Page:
THE Magazine

Mark Citret at the Photo-Eye Gallery
by Laura Addison
July, 2001

It is far too easy to lament photography’s new technologies, as many purists do, for its concomitant loss of craftsmanship in printmaking. Likewise, it seems that every photographer has his or her shtick, a conceptual signature that claims to push photogrpahy to some never-before explored intellectual realm. But when you come across Mark Citret’s swooningly beautiful photographs, unpretentious yet hypnotic, all the laments and rhetoric fade away. Concerns about printmaking fall by the wayside, for Citret’s process, which yields what he calls “vellum” prints, has a rare tonal warmth that distinguishes his work.

Citret undertakes landscapes and architectural studies with equal finesse. An ethereal quality pervades his idyllic sense of place, whether the image be of mist clinging to the water’s edge or ancient cypresses venturing tentatively forth from an Italian village enshrouded in fog. Standing before the photographs, you wish you could inhabit them the way the contentedly sleeping dog of Ebby, San Gregorio does, snuggled in high grasses overlooking the ocean. They are scenes that seem possible only in a dream. That these were moments actually lived, not summoned like a castle in the sky, leaves you agog, desirous, and in pensive reverie.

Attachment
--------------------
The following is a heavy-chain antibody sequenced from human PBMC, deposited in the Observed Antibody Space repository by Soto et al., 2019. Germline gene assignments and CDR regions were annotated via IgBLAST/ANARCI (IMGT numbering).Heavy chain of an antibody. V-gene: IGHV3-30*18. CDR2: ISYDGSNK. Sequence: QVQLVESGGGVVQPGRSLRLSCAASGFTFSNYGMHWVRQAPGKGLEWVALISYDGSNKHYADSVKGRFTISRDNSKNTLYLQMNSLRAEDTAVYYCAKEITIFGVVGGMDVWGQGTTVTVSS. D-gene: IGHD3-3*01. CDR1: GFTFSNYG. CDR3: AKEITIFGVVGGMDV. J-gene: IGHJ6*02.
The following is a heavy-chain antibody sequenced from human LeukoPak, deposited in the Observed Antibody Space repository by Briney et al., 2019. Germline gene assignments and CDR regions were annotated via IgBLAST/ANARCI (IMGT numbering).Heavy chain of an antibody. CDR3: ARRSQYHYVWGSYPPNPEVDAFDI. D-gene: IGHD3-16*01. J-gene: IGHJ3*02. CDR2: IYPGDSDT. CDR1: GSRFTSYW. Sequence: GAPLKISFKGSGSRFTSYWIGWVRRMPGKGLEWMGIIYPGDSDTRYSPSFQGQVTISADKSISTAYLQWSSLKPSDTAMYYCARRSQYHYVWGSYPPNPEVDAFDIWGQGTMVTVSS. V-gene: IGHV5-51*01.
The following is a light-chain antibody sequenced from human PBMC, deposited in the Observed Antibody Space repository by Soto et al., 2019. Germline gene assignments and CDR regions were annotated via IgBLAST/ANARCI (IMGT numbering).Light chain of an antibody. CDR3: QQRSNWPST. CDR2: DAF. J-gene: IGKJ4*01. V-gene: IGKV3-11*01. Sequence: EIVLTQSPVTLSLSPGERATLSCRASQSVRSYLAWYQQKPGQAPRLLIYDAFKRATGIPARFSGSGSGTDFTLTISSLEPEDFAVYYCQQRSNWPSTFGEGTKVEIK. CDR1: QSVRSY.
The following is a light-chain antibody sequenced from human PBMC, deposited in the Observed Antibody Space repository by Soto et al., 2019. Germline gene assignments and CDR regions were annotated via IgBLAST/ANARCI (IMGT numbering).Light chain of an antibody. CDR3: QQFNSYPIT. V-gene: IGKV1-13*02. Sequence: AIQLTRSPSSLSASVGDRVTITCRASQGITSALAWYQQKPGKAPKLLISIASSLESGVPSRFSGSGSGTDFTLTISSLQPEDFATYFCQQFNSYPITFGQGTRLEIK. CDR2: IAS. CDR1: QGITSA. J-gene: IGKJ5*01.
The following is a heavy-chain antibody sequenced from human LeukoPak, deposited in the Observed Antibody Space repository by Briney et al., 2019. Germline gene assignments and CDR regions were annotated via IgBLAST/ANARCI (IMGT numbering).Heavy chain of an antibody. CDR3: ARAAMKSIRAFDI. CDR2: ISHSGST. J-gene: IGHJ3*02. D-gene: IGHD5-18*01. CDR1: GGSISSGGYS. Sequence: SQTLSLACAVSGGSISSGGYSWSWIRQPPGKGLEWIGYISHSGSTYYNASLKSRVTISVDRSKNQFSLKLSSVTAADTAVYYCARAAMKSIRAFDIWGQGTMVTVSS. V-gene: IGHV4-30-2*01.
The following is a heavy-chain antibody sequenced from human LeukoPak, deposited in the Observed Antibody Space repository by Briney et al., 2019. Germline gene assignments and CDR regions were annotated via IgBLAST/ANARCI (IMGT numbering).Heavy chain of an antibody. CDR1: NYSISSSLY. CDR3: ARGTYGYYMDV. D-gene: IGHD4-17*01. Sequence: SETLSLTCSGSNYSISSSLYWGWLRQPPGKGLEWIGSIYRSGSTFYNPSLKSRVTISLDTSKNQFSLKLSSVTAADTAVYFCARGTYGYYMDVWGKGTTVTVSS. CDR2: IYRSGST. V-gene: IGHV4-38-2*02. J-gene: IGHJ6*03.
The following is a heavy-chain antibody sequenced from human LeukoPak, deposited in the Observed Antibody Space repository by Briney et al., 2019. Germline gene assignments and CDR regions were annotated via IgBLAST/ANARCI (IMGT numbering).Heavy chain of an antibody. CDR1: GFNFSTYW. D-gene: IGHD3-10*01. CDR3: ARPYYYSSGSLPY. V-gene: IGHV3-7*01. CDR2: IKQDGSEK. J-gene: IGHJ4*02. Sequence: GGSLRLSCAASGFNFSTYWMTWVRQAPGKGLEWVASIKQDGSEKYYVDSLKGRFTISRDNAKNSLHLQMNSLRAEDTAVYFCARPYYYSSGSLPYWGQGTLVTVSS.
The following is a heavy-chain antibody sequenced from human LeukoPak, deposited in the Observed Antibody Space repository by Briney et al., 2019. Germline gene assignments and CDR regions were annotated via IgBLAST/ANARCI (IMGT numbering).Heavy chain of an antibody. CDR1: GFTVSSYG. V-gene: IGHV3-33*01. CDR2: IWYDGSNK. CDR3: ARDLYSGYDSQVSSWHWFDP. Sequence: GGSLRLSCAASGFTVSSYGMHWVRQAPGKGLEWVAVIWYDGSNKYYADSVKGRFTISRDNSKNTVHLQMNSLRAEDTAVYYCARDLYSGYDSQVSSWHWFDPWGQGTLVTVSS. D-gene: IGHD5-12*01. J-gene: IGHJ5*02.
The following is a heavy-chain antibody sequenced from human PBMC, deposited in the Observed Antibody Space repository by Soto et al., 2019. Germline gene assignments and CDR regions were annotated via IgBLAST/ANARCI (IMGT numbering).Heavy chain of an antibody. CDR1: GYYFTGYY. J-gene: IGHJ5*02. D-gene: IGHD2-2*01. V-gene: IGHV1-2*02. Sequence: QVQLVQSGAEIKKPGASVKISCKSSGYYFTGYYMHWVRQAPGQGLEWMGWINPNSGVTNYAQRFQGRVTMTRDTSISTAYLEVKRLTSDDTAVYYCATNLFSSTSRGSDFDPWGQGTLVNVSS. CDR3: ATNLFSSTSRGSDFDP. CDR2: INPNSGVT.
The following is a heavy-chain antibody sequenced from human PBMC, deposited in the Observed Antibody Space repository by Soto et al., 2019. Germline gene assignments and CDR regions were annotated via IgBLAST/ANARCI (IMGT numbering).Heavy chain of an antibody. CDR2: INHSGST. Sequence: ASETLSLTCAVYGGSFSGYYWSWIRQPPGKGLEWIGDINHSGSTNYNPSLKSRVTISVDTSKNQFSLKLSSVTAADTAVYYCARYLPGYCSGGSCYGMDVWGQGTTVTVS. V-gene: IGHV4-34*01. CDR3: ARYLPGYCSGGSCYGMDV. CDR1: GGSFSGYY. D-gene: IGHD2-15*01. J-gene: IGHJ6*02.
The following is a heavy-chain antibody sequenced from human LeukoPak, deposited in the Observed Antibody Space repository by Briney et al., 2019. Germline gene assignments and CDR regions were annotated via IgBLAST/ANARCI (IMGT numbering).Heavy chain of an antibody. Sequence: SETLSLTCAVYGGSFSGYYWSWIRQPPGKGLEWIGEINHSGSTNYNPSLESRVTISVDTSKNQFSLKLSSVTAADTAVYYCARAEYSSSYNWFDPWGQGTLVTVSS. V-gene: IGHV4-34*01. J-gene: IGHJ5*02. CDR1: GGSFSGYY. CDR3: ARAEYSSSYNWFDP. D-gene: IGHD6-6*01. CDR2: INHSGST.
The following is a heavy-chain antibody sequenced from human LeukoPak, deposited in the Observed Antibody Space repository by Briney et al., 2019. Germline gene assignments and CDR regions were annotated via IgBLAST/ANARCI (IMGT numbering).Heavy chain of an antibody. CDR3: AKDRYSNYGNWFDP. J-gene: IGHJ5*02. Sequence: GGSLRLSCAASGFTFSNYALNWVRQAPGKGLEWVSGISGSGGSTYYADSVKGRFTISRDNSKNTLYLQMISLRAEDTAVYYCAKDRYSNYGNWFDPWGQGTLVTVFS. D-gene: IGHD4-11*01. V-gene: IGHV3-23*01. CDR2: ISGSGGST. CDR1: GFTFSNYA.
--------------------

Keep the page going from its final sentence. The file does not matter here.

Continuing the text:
Six seascapes are among Citret’s studies of nature. They have a warmth and texture not found in Sugimoto’s cool contemplations of the ocean. These photographs of glowing sky and shimmering sea effectively line a single gallery wall, causing the subtle variations to be as prominent as is the sublime repetition. Remarkably, the seascapes bear uncanny similarities to the reductivist simplicity of many of Citret’s architectural studies. Daylight enters through a door in Empty Room and softly illuminates the concrete space. The understated tonal distinction, as wall meets wall, is comparable to the barely distinguishable delineation between sky and sea. Both represented spaces, natural and man-made, present unyielding solitude, as if you were the only one present to marvel at their unspeakable beauty.

Windows and doors can be cliches, but Citret utilizes these elements successfully as liminal spaces between exterior and interior. Cafe, Monument Valley, taken from inside a darkened and vacated diner, juxtaposes outer and inner worlds. The empty room, with a table set with place mats and glasses, feels like it has been awaiting customers for decades. On the other side of two picture windows are colossal and timeless natural forms. The two scenes, interior and exterior, seem so incongruous that to a modern-day technophile it might seem like Photoshop trickery. Yet it is merely Citret bringing his two greatest subjects—landscape and architecture— into singular accord.